The View

Greetings and sorry for the lapse in blogging!  I’ve been traveling most of the summer.  But now I’m back, at least for now, and ready to share my adventures with you!

On our trip to the Southwest, my husband and I visited a place called Monument Valley situated on the border of Arizona and Utah where we stayed at a hotel with a view of some of the most spectacular naturally made monuments I’ve ever seen.

Though not ruins, the monuments feel like remnants of an ancient civilization, and in some ways they are.  Monument Valley is a Navajo Nation Tribal Park.  This location has also been used for a number of Western films.

Take a look at the four monuments I’ve posted below.  The first one is sometimes called a mitten, which reminded me of home–since the state of Michigan is shaped like a mitten.  Take a look at the others.  What do you notice about each of them?  Which is your favorite?  Scroll down to find out the one I like best.

Monument #1

Monument #2

Monument #3

Monument #4

So my favorite is definitely the mitten!  But now I must make a confession.  All four photographs are of the same monument.  They’re simply taken at different viewpoints while on a hike.  The first is of the front, then the right side, the back, and finally the left side.

This walk was probably one of my favorite hikes.  One of the things it reminded me is that any given thing can be viewed from multiple vantage points, none of which are necessarily superior to the other.  Each view offers a different interpretation of the subject.

As an illustrator, it’s important to find just the right perspective for each illustration in your story.  Will it be a close-up to create more emotional intensity?  Will it be a bird’s-eye or worm’s-eye view?  Will it be a sweeping panorama for depth?  Or angled in some way to add tension and drama?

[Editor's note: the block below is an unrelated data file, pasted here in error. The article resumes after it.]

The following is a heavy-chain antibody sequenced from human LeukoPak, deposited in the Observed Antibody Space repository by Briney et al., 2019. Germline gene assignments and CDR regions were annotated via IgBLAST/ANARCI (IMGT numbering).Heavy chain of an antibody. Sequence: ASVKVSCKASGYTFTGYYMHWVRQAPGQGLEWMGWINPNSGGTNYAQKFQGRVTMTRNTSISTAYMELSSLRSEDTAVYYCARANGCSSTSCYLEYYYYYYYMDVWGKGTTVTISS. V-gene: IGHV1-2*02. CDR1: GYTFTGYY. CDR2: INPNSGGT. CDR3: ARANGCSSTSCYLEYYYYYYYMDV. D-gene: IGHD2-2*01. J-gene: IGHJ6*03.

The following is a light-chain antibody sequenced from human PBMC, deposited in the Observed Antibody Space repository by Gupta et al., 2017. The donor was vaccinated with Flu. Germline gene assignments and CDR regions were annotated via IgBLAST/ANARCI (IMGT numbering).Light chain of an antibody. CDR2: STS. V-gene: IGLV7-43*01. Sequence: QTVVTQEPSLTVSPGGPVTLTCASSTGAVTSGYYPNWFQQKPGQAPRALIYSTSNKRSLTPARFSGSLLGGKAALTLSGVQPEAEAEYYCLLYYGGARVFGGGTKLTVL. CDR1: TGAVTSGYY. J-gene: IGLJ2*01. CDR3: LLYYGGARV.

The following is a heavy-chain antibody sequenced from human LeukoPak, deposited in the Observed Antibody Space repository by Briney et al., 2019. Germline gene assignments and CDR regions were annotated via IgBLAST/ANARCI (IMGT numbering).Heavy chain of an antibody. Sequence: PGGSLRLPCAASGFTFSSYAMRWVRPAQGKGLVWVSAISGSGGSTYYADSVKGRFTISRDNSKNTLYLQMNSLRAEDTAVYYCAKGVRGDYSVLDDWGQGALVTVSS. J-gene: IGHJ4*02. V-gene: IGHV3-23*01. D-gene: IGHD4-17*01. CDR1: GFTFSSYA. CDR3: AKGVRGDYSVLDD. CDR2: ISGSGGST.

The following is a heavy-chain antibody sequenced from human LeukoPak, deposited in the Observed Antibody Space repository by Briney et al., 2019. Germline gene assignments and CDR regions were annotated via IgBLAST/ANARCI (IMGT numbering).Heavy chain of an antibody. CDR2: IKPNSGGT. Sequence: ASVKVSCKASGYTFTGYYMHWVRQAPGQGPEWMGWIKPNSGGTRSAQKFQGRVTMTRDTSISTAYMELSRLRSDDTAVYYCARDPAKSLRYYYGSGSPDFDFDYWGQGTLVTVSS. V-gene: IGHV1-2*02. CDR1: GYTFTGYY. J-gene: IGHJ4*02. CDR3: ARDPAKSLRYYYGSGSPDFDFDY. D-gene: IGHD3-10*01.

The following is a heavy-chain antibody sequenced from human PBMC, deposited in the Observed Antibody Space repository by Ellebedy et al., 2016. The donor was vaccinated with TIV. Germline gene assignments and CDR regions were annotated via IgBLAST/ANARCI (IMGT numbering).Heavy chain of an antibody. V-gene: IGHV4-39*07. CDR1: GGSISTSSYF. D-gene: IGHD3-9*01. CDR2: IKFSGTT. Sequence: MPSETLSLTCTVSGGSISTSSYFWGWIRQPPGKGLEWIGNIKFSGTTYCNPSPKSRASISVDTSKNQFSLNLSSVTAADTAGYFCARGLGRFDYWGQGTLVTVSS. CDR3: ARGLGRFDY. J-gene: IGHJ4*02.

As a writer, it’s important to figure out what point of view you will use to tell your story.  First person brings your reader closer to the story but limits the reader to only one character’s perspective.  Third creates distance but often stays close to one character in particular.  Omniscient allows for dipping into the thoughts of multiple characters but may make it harder for readers to connect to the story.

In life, it’s important to see situations from different perspectives.  This creates empathy and understanding.  If you’re feeling bored with your own life, trapped by the monotony of your daily routine, try stepping out of your comfort zone and view your life from a different angle.  You might discover new meaning and even excitement!  And maybe just maybe a new adventure could be waiting just around the corner.

 

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